To our knowledge, there is a paucity of literature on sonographic abdominal imaging features of COVID-19 patients, by continuously increasing in number of the confirmed COVID-19 patients all over the world (exceeding 9,700,000 patients at the time of writing), there are increasing frequency of GIT symptoms and ICU admission with the limitation in possible CT examinations for isolated and mechanically ventilated patients, the most common indications for sonographic studies in the ICU were elevated liver function tests (n, 21/41; 51.2%), this matches with the COVID-19 frequent abdominal imaging study indications in Bhayana R et al. study , this study was done on both ICU and non-ICU patients with more frequent indications in their study like abdominal pain .
Up to date, the most acceptable pathogenesis of COVID-19 infection is that SARS-COV2 virus can gain access to the respiratory alveolar epithelial cells by binding to angiotensin-converting enzyme 2 (ACE2) receptors , leading to cytokine-mediated immune response and inflammation, imaging findings, and disease course are further affected by severity of the cytokine-mediated inflammation (e.g., cytokine storm syndrome). Circulating cytokines can impact multiple other organ systems, causing secondary diseases and complications .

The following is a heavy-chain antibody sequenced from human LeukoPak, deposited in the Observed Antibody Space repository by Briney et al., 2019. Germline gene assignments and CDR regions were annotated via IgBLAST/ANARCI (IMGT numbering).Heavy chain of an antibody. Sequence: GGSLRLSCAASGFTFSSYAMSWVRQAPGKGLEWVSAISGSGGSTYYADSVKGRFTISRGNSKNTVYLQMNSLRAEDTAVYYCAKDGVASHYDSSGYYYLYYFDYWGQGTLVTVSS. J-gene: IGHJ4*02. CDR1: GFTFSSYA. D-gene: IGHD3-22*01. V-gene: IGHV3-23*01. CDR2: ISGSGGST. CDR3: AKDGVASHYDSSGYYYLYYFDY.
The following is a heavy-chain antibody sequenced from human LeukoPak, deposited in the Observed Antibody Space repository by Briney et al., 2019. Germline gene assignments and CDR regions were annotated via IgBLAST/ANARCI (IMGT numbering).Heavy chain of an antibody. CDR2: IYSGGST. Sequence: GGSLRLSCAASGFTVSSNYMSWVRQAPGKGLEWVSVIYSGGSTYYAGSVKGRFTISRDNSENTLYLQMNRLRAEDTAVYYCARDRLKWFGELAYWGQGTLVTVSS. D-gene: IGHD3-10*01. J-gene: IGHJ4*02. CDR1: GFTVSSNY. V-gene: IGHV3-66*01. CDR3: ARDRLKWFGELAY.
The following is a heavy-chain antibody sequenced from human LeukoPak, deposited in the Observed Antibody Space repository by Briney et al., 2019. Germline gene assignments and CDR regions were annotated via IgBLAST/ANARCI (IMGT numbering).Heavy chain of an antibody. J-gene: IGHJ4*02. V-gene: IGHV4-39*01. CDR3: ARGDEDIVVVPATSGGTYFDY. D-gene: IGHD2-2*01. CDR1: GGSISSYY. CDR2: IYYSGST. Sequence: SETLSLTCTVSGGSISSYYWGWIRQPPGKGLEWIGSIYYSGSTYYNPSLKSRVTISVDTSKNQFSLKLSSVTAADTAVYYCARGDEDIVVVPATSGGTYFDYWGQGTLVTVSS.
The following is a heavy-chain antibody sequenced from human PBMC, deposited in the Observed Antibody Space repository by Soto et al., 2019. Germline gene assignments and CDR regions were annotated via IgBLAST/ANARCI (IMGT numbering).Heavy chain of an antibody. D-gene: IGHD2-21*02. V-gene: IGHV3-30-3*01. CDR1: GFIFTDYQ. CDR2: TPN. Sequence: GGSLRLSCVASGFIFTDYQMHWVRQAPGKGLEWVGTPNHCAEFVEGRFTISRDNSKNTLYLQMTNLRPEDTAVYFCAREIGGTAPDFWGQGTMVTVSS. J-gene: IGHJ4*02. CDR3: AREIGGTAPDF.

ACE2 receptors are also found in the brain, arterial, and venous vascular endothelial cells, kidney, liver (hepatocytes and cholangiocytes), GIT, and gall bladder epithelial cells. This offers a chance for direct viral invasion of theses organs with variable clinical presentations and imaging spectrum [11, 12].
In our study, male to female ratio was 6.5:1, while in Bhayana et al.’s study , male to female ratio was 1.4:1, with similarity in increase male to female ratio in both studies.
Hepatomegaly was the most common findings in sonographic examinations with bright echo patterns reflecting diffuse hepatic parenchymal disease (n, 23/41; 56.1%) followed by biliary system disease (n, 17/41; 41.4%). Hepatic dysfunction could be noted in about 50% of COVID-19 patients .